The real question is: who owns the government?
Under capitalism, the capitalist class (the bourgeoisie) owns all the capital, the physical tools, machines and buildings required to produce stuff (constant capital) and the ability to feed workers before they've actually produced anything (variable capital). The capitalist class doesn't "own" the government outright, but they exert a dominant influence — by choosing who can run for office, and by disseminating an enormous amount of propaganda — that they might as well own it. Since the capitalist class dominates the government, the government on the whole acts in the interests of the capitalist class.
Even though the people are occasionally asked to vote on which faction of the capitalist class to give official state power, our present government can justly be termed a dictatorship of the bourgeoisie.
The goal of communism is to (somehow) implement a government dominated by the people who work for a living (the proletariat), and that thus acts in the interest of the workers: to implement a dictatorship of the proletariat. When the government really is dominated by the workers and acts in their interest, the government then can "own" all the capital.
(While there will probably be some changes to how we construct ownership of ordinary personal property, they need not be as profound and radical as the changes to ownership of capital. You might not "own" your house in the sense of accruing an increase in value, but your rights of tenancy — to stay in the house and live in it as you see fit (with responsible limitations) — would be strengthened.)
A lot of people consider the model of a monolithic one-party central government that micromanages the entire economy as the sine qua non of communism. It seems true that both the USSR and PRC employed this model to some extent. Whether or not this model was correct for the USSR and PRC, it is just one model among many, in the same sense that fascism is one model among many for implementing capitalism.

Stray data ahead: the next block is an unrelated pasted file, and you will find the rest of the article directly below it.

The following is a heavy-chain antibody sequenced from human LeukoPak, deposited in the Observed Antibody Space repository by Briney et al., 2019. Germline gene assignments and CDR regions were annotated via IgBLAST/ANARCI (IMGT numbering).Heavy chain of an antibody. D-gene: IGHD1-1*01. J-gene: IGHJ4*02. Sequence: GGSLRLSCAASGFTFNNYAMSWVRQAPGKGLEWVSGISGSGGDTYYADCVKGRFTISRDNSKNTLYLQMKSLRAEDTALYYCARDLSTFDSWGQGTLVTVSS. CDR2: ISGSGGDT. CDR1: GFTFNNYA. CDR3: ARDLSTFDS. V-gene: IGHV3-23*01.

It's important to understand the specific historical circumstances surrounding the implementation of communism in the USSR and PRC:
- Both the USSR and especially the PRC lacked even basic industry
- The people of the USSR and PRC were mostly illiterate and lacked basic education
- Before their revolutions, the USSR and PRC were subject to severe imperialist domination by the West
- Both the PRC and the USSR were facing unrelenting violent hostility from the West; the USSR accurately believed they would be invaded by the West.
There are good arguments that a monolithic government has severe limitations and there are better models compatible with the fundamental principles of communism. Still, we have to give credit where it's due. The monolithic one-party governments of the USSR and PRC developed industrial societies in decades; the capitalist West required centuries to achieve the same. Not to engage in apologia — injustice is always wrong and mistakes should always be corrected — but the injustices perpetrated by the communist governments of the USSR and PRC as well as the catastrophes resulting from their mistakes are mild compared to those of the capitalist West.
If we communists must squarely face up to the injustices and mistakes of Stalin, Mao, Castro, et al. as communist errors — and we must — the capitalists must squarely face up to the injustices and mistakes of Hitler, Pinochet, Somoza, Pahlavi, et al., capitalist governments all. If we communists must squarely face up to the famines of the USSR and PRC, the capitalists must face up to the Irish famine and the 1918 flu pandemic.
The comparison is especially favorable to communism if we compare the USSR and PRC to the capitalist monolithic one-party governments: Germany, Italy and Japan of the late 1930s to early 1940s. Compared to less than a decade of Nazi or Japanese imperialist rule, Stalin, Mao and Castro come off as exemplars of grandfatherly kindness.
I do not intend an apologia for the errors of communist governments; it would be a tu quoque fallacy to excuse these errors by noting equally or more severe capitalist errors. I merely note that all human endeavors are fraught with peril, and egregious, catastrophic errors at worst fail to differentiate capitalism and communism; at best — if we count two world wars, centuries of imperialism and colonialism, and the hyper-exploitation of women and minorities in the West — they show communism in a better light than capitalism.
In any event, a monolithic one-party central government that micromanages the economy is simply not warranted for the specific economic, political and social circumstances that obtain in the West. With a pre-existing industrial base, a literate and relatively well-educated population, and a tradition of individual relatively responsible liberty, we in the West can move much more quickly towards the guiding slogan of the communist revolutions of the early 20th century — All power to the soviets! — true grassroots participatory democracy and true self rule by a responsible, compassionate citizenry.